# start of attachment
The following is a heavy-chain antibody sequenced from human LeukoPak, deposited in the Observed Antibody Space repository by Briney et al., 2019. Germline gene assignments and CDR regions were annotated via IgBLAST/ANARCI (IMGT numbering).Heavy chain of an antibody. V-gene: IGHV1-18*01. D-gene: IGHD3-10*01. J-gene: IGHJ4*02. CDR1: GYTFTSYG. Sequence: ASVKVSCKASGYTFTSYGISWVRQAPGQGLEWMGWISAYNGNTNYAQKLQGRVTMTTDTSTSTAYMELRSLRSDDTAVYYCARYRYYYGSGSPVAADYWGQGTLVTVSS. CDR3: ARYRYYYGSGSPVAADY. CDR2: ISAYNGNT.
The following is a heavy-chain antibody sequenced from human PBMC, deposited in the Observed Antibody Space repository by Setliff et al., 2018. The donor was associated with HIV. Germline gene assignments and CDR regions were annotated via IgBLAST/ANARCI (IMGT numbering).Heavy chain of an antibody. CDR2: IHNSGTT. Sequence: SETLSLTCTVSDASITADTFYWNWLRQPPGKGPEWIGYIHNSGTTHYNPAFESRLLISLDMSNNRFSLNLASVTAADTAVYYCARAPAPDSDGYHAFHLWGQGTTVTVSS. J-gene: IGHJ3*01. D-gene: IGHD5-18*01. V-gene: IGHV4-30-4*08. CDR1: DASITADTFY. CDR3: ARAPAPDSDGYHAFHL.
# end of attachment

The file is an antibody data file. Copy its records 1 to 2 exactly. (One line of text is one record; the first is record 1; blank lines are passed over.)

The following is a heavy-chain antibody sequenced from human LeukoPak, deposited in the Observed Antibody Space repository by Briney et al., 2019. Germline gene assignments and CDR regions were annotated via IgBLAST/ANARCI (IMGT numbering).Heavy chain of an antibody. V-gene: IGHV1-18*01. D-gene: IGHD3-10*01. J-gene: IGHJ4*02. CDR1: GYTFTSYG. Sequence: ASVKVSCKASGYTFTSYGISWVRQAPGQGLEWMGWISAYNGNTNYAQKLQGRVTMTTDTSTSTAYMELRSLRSDDTAVYYCARYRYYYGSGSPVAADYWGQGTLVTVSS. CDR3: ARYRYYYGSGSPVAADY. CDR2: ISAYNGNT.
The following is a heavy-chain antibody sequenced from human PBMC, deposited in the Observed Antibody Space repository by Setliff et al., 2018. The donor was associated with HIV. Germline gene assignments and CDR regions were annotated via IgBLAST/ANARCI (IMGT numbering).Heavy chain of an antibody. CDR2: IHNSGTT. Sequence: SETLSLTCTVSDASITADTFYWNWLRQPPGKGPEWIGYIHNSGTTHYNPAFESRLLISLDMSNNRFSLNLASVTAADTAVYYCARAPAPDSDGYHAFHLWGQGTTVTVSS. J-gene: IGHJ3*01. D-gene: IGHD5-18*01. V-gene: IGHV4-30-4*08. CDR1: DASITADTFY. CDR3: ARAPAPDSDGYHAFHL.